Nowadays, computer software can do much of what junior lawyers used to do. This kind of document production means more profit to the big firm’s partners and clients. Lately, I’ve been getting emails from agencies recruiting lawyers for projects at pay rates of $20 an hour. You can do inordinately better by training to be an electrician or plumber. Of course, the agencies that place these lawyers receive their large cut for making the placement, so the money’s still there. It’s just in a different pocket.

This type of thievery also occurs on low-wage jobs. For every home health aide making $7 an hour, there’s often a politically connected placement agency (many are not-for-profit), that receives a multiple of 2-3 times the hourly rate as a reward for making the placement. And the commentators wonder why it’s so hard to create jobs!

My apologies to the late Dr. Martin Luther King, Jr., but the “arc of the moral universe” is not bending toward justice these days. We can’t achieve it by merely hoping or praying. People have to be willing to take dramatic actions to assert their legal and moral rights, speaking truth to power.

Bullying is not exclusive to schools. It’s rampant in workplaces, where the lust for money and power shoves the quest for simple human dignity aside. Yet many people are uncomfortable if you draw attention to anything unpleasant or shake up the status quo. Let’s just look at the newest funny “You Tube” video together! LOL.

My working class background is my excuse. I didn’t know better. My dad learned electronics skills in the Air Force, which allowed him to do better than his parents. I was able to do better than my parents for a time, as well. That ended for me the day the towers fell in 2001. The mother of two young children, I never again wanted to work off the Rock. The Teaching Fellows program offered me a hope of making a living wage here in the peninsula’s schools. That hope was dashed within three years, when I got dragged down by the system. I was fortunate to be a member of a union, which contested how I was treated, but to no avail. No Norma Rae ending for me, with a heroic victory over corporate America. Even Alcoa, which helped put me through school, moved work from their union plants to their non-union plants over the years. Seasoned technicians like my Dad were replaced by younger workers who could be paid far less. He grudgingly accepted early retirement the year I graduated from law school.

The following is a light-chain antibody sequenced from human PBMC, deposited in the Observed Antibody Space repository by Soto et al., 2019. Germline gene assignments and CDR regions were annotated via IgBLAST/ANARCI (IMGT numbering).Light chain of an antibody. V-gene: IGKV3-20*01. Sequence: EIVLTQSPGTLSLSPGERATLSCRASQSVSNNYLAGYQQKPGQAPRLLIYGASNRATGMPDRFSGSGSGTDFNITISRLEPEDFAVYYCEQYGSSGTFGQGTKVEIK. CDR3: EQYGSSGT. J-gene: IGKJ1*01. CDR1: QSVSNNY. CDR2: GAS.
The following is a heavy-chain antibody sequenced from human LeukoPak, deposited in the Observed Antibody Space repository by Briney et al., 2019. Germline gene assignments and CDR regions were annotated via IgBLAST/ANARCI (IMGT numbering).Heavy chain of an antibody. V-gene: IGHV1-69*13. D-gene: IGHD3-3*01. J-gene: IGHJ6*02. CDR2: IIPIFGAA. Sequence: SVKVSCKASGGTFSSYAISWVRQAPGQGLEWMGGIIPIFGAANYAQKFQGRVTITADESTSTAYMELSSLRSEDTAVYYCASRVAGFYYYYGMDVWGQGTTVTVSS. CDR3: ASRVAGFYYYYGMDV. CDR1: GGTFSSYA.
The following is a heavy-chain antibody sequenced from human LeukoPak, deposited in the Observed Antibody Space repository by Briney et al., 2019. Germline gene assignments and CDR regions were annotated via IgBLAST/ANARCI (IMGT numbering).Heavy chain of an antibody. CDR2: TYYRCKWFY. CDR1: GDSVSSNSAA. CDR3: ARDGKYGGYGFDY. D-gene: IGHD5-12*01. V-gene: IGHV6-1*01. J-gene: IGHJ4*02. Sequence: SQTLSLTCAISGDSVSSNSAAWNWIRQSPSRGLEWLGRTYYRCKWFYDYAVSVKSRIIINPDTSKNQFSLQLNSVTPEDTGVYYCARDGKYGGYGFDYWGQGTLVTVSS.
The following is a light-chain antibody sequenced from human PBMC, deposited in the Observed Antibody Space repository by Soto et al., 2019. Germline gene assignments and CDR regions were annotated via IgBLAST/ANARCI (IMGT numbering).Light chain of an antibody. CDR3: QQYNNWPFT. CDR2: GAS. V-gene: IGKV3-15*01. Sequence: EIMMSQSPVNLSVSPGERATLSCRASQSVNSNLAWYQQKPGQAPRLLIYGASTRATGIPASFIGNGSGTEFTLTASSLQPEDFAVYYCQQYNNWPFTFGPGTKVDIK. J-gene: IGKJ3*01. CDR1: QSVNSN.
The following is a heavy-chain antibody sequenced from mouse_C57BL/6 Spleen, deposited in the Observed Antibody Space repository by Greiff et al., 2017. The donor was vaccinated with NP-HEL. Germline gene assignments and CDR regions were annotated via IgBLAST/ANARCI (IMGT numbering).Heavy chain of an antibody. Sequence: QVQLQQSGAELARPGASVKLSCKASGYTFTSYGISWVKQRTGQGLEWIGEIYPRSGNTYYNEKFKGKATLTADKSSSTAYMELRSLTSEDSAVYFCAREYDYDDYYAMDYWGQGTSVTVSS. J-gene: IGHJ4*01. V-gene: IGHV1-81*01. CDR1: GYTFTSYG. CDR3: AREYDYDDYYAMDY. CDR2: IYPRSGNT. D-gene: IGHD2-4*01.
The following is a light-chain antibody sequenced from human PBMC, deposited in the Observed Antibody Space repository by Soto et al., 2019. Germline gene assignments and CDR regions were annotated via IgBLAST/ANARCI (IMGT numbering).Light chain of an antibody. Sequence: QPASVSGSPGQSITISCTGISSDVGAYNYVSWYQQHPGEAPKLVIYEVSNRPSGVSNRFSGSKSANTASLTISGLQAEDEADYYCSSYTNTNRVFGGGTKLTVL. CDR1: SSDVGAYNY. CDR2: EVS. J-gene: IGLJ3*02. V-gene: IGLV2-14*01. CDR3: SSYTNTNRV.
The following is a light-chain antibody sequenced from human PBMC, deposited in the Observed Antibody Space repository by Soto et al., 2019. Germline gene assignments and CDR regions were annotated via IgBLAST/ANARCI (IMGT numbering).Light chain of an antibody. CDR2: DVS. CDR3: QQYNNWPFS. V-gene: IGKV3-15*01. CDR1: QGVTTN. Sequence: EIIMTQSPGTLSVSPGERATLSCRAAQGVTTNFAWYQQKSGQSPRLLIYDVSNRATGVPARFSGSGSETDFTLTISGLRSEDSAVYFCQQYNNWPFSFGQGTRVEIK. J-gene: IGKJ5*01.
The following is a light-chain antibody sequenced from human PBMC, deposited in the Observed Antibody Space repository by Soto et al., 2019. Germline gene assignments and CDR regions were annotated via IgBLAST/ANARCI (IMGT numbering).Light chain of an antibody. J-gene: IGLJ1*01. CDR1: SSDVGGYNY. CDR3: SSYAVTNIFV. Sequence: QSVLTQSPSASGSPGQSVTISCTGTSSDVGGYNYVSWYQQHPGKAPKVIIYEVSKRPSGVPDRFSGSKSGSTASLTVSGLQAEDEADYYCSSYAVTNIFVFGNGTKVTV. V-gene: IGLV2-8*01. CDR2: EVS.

My daughter is a hopeful and talented young artist with excellent grades. When she heads to college in two years, she won’t have access to scholarship programs like the ones that helped me. She’ll have to learn how to help herself, which isn’t such a bad thing. America’s paternalistic past is over. The gloves are off, too.

Filmmaker Michael Moore spoke to the protestors in Wisconsin, asserting that “America is not broke!

The money’s just not in your pocket anymore.” These days, you have no power to bargain for it. You have to beg.

Joe Crowley must be turning over in his grave.